RAMALLAH, March 16 (Xinhua) -- Thought lotting on U.S. President Barack Obama's regional visit to roust up their stalled peace talks with Israel, the Palestinians do not over-raise the ceiling of expectations on America's role to help them achieve their cause this time.
Obama is scheduled to arrive in Israel on Wednesday and visit the West Bank the following day. He will hold separate meetings with Israeli and Palestinian leaders and officials during his three-day stay.
Observers believe that "the exploratory" visit of Obama could at least re-attract the world's attention to the Middle East peace process, as well as the needed stances to end a conflict that has been going on for decades.
Senior Palestinian officials hope that Obama could assert that the Israeli settlement is dangerous on the principle of the two- state solution, and wish that he might give the peace process a real opportunity by agreeing on establishing the Palestinian state and ending the Palestinian people's suffering.
Chief Palestinian negotiator Saeb Erekat declined to give an in- advance impression of Obama's visit and its impacts on the peace process, but he stressed that the Palestinians are to brief Obama about their demands.
"Resuming the peace talks (with Israel) has to be based on a reference based on the establishment of a Palestinian state on 1967 borders with east Jerusalem as its capital and put a clear timetable for starting and ending the talks with the full cessation of settlement and the release of prisoners," Erekat told Xinhua.
Erekat also said that Obama and the entire world "have to get from Israel one sentence that it accepts the principle of the two states according to 1967 borders and that it is committed to this principle."
"Israel does the contrary and tries to erase this principle from the world's memory and law," he said.
The Palestinian side also expresses concerns of the Israeli attempts to divert Obama's attention to the Iranian issue and the developments of the Syrian crisis, besides the Israeli-Palestinian talks, according to what Israel wants.
Ghassan al-Khatib, a political science professor in Ramallah, told Xinhua that Obama's visit to the region "is so important, because it ... comes after a long while of the American absence and negligence of the Israeli-Palestinian file of conflict."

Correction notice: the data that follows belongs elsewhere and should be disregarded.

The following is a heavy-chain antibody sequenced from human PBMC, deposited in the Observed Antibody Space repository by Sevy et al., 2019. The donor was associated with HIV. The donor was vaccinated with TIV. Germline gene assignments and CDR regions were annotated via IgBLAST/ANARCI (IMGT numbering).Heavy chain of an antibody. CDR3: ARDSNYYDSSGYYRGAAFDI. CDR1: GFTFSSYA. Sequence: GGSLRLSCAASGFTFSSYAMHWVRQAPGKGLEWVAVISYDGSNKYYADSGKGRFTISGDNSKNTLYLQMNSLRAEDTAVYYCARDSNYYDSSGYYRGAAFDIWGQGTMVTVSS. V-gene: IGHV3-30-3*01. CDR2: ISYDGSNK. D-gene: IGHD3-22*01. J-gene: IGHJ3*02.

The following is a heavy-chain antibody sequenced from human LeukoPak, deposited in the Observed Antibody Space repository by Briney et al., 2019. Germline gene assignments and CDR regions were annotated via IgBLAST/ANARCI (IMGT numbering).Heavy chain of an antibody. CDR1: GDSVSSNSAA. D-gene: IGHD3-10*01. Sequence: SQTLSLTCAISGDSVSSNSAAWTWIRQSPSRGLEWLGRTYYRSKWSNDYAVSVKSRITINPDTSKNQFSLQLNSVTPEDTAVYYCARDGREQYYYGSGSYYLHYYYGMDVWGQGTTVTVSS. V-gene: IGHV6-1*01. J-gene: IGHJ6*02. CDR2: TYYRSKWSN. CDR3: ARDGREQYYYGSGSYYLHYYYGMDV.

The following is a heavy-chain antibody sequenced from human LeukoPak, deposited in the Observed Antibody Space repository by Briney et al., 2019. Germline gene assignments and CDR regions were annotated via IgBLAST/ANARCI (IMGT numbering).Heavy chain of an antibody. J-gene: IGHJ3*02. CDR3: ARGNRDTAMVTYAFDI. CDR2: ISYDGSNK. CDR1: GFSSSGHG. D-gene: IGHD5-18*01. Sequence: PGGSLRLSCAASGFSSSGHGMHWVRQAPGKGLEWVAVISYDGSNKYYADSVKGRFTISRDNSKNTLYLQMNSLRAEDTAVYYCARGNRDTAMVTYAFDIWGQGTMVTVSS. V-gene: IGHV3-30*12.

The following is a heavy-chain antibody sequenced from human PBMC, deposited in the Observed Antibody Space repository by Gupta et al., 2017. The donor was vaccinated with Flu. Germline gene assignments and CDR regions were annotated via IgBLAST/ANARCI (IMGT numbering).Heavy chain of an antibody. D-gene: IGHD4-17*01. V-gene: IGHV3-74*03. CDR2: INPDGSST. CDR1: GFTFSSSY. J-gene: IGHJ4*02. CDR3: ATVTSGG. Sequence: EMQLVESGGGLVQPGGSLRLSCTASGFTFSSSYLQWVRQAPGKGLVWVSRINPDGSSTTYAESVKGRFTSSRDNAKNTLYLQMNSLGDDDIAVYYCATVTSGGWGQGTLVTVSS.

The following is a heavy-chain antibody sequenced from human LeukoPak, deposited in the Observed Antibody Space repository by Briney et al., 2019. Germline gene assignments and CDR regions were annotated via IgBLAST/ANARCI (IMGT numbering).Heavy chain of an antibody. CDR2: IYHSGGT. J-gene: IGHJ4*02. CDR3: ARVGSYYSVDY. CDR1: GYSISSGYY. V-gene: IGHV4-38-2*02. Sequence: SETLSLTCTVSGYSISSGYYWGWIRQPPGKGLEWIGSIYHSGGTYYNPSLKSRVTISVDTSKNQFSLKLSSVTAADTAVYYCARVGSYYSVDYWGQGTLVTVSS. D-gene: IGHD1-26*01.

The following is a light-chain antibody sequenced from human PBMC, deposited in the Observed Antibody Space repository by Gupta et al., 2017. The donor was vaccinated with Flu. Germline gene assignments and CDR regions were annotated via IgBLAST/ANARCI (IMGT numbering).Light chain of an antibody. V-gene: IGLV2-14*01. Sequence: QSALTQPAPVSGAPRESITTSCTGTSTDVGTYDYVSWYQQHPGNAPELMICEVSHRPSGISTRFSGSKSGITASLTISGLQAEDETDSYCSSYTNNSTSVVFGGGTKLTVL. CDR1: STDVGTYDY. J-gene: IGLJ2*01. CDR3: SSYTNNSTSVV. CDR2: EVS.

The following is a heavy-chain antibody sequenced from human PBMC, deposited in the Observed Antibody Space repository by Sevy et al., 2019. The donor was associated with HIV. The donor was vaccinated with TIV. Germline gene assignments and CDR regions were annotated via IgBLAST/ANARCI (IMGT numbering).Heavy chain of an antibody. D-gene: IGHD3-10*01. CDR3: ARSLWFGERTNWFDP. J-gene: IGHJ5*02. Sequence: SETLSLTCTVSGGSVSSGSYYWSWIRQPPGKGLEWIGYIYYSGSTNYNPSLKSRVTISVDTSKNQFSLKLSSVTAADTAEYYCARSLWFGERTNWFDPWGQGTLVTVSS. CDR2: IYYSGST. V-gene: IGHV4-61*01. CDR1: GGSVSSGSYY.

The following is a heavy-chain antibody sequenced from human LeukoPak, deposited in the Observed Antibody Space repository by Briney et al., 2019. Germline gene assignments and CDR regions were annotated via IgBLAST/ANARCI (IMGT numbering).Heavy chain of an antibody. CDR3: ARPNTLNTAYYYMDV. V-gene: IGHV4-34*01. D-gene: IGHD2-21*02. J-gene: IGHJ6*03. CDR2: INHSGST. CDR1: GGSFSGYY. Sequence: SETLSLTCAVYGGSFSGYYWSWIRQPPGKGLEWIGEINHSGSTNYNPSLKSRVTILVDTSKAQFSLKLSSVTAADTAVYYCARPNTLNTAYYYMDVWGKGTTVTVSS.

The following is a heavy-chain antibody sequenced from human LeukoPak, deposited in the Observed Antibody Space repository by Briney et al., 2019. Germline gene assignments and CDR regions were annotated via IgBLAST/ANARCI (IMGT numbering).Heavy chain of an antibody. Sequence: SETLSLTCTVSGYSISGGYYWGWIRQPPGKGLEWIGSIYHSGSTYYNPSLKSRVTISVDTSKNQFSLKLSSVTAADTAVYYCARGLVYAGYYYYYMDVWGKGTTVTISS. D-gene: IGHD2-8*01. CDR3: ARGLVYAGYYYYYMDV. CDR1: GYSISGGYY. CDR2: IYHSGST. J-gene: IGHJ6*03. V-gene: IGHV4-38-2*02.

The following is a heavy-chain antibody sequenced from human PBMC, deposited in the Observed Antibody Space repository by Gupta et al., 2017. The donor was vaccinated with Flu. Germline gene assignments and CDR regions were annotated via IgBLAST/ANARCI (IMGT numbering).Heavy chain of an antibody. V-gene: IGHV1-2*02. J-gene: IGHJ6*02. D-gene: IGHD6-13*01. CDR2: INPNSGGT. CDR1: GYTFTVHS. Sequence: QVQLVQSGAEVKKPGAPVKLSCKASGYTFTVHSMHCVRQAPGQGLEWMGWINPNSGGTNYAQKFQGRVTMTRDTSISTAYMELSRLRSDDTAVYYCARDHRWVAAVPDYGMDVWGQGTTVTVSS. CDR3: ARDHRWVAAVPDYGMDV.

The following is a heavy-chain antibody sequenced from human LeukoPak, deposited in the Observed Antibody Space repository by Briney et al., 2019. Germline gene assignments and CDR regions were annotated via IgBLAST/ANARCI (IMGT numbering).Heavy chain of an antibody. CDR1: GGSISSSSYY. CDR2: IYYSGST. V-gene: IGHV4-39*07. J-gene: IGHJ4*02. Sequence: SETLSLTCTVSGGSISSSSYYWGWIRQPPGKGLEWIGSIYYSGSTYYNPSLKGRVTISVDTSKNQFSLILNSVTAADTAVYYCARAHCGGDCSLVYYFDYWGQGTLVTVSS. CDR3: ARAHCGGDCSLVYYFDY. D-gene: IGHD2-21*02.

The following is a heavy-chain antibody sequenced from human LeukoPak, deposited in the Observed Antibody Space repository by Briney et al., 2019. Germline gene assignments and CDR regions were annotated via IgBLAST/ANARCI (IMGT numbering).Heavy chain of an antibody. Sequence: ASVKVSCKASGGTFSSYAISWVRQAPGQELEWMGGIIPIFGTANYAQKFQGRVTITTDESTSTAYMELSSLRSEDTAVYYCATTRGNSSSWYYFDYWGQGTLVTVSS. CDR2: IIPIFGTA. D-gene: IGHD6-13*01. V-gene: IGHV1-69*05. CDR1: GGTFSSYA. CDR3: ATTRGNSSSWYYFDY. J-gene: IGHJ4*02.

"The visit may bring more interest and concern to the region and to the Israeli-Palestinian situation, especially with having more tools of pressure on Obama ... as well as the dangers that surround the principle of the two-state solution," said al-Khatib.
However, he said "we can't also expect miracles out of this visit. Most likely, this visit won't bring direct influence on our situation, but it is a start of care and it may lead to future breakthrough that puts an end to the frozen situation in the peace process, something that harms the world's interests."
Several weeks ago, a high-ranking Palestinian delegation held talks in Washington to discuss if Obama's visit could lead to paving the way for the resumption of the peace negotiations with Israel.
A well-informed Palestinian source told Xinhua that the U.S. administration told the Palestinian delegation headed by Erekat that the visit "will focus on exploring the parties positions and prepare for a proper ground to resume the stalled peace negotiations."
The source, speaking on condition of anonymity, said Washington expressed to the Palestinian side its understanding of the Palestinian need for establishing an independent Palestinian state, the threats of Israel's settlements, and implementing the principle of the two-state solution.
Direct peace negotiations between Israel and the Palestinians stopped in October 2010, just one month after it had been resumed in Washington. The Palestinian side decided to suspend the talks after the Israeli government refused to end settlement building in east Jerusalem and the West Bank.
Khalil Shahin, a member of a West Bank-based think-tank, told Xinhua that the Palestinian side should not make a prejudgment that Obama's visit "is going to fail," adding it "will be the ladder that would help the two sides to get down from the top of the tree."
"The visit represents a decisive turning point in the crisis management policy of President Obama, mainly after he was re- elected again as a president. This visit is a return to some form of negotiations, even if it is entitled to explore opportunities to negotiate the terms of negotiation," said Shahin.